Sandwiched between this second piece of outsiders and insiders lays Jesus’ response to the scribes that He is demonic. In short, Jesus responds in a two-fold way: first, He contradicts the very logic of their assertion; second, He warns them of these theological assertions.

This warning (3:28-30) is a most sober one. Jesus gives a heads-up to the gravity of the issue when He begins, “Truly I say to you.” Furthermore, Jesus puts the consequences to their faulty thinking in the most threatening category: eternal damnation. Perhaps, no greater question lay before the scribes and other outsiders at that point. What is the blasphemy of the Holy Spirit? And the question poses no small issues for us as well. One’s eternity hangs in the balance over the issue of blasphemy of the Holy Spirit.

Overall, this has something to say about being on the inside and outside in reference to Jesus. Your soul and mine depend on it.

Acts 4:11-12, “This Jesus is the stone that was rejected by you, the builders, which has become the cornerstone.  And there is salvation in no one else, for there is no other name under heaven given among men by which we must be saved.” (ESV).

Outsiders and Insiders: Mark 3:7-35

From Mark 3:7-35, we see a few different groups picked up in Mark’s narrative: crowds from all over, the apostles, Jesus’ family, Jewish religious leaders, and Jesus’ spiritual family.  Among these groups that Mark’s surveys, they can really be thrown into two larger groups: insiders and outsiders (see R.T. France’s commentary on Mark).

In Mark 3:7-19, Mark lays out for us the insiders and outsiders with the context of the great crowds from all over coming to Jesus. Essentially the whole surrounding region comes out to Jesus. The throngs are so great that Jesus fears being trampled by them. However, it does not appear they come to Him to receive the kingdom of God, as much as to receive the healings and see the miraculous works.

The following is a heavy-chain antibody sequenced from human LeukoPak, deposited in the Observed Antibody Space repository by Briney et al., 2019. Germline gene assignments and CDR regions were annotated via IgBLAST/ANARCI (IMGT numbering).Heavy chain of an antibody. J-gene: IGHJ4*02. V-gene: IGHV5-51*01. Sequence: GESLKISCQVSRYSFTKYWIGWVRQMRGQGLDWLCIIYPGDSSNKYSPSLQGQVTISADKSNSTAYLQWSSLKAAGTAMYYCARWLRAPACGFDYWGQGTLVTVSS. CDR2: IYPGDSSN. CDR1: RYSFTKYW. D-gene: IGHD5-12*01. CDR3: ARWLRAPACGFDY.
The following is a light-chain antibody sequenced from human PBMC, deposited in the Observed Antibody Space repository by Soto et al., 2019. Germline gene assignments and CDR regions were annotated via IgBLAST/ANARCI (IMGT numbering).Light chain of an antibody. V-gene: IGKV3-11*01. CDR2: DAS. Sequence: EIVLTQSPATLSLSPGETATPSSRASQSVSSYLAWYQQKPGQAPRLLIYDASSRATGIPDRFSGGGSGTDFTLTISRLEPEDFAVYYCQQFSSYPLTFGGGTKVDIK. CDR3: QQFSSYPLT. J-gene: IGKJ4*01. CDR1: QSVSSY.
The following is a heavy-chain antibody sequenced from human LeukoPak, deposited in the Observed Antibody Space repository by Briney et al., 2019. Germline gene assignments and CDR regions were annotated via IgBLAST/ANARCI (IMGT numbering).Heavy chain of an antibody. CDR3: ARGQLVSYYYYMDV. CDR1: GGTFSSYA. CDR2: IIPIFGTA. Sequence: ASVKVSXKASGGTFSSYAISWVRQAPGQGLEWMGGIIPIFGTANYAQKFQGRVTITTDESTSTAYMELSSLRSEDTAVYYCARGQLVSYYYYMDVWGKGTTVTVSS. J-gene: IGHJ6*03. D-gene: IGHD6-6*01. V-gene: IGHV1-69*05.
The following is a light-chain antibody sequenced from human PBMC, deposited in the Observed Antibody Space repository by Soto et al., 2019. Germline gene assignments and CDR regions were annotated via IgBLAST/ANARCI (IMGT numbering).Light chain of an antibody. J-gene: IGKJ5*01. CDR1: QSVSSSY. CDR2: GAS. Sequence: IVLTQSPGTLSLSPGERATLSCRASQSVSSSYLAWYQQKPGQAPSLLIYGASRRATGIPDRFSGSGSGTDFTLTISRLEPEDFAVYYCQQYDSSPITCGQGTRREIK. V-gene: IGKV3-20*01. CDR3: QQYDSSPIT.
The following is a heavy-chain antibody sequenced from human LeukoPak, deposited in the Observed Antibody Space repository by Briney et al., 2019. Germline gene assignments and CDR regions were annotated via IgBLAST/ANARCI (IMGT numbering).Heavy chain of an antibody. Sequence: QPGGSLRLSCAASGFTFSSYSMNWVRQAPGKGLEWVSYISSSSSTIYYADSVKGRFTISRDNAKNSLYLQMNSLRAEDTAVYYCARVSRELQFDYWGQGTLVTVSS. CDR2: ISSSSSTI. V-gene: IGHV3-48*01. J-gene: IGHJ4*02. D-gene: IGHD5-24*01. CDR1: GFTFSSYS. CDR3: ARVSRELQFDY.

Then amidst the great throng (cf. v. 7 and v. 8), Jesus withdraws with a select group of special men, set aside for the work of ministry. In a real sense the crowds become the outsiders, while Jesus withdraws with the insiders, the apostles.

Following in Mark 3:20-35, we find two outsider groups and the final insider group. The first outsiders are Jesus’ family (3:20-21). Apparently, their assessment of the hysteria around Jesus leads them only to conclude that Jesus is actually a lunatic. Then the religious authorities from Jerusalem come down to Galilee to asses all the “hub-bub” around this Jesus figure. Their assessment of Jesus is no more flattering than Jesus’ family’s. The scribes say Jesus is demonic, perhaps a sort of lunatic liar.

Jesus responds by noting the irrationality of their assessment (3:25-27). Simply, a house divided will not stand, even if the division is to be feigned for a greater “good.” So, if Satan’s house is not divided, then when He does cast out demons, Jesus really then subdues Satan’s minions and powers. Jesus then follows up with a sober warning (“Truly I say to you…”) about getting your perspective on Jesus wrong. In the end, if you get Jesus wrong, you get eternity wrong (“guilty of eternal sin”). But, we hope to pick up more about this next week as we talk about the blasphemy of the Holy Spirit (v. 29).

So, if that above section covers the final group of outsiders, namely His family and religious leaders, what then becomes of the last insiders here? In this picture (vv. 31-35), Jesus’ most intimate family looks for Him and cannot get near Him on account of the crowds. Some in the crowd alert Jesus to this. He then asks, “Who is my mother and my brothers?” Scanning the crowds surrounding Him, Jesus declares, “Behold, my mother and my brothers.” Excuse me, Jesus? What do you mean? “Whoever does the will of God, this one is my brother, and sister, and mother.”

Astonishing isn’t? Those who would presumably be the most intimate and closely tied to a traveling Rabbi would be his family and other Rabbis. But with Jesus, they turn out to be the farthest from Him; they are those most on the outside. Then those that are inside are those invited by Jesus (cf. 3:13). Or to look at it another way, those on the inside are those “do the will of God” or in the words of C.S. Lewis, those that see Jesus as Lord.

So are you on the inside or outside? The scary thing for us religious types is this: we can think we are and seem so close to Jesus because of our outward religiousness, but in reality we may be far from Him. Commentator James Edwards says it this way: “Sinners and tax collectors are less likely to commit this sin than are the learned, religious, and moral. In this respect, wickedness poses a lesser problem to the grace of God than do pride and self-righteousness” (p. 123).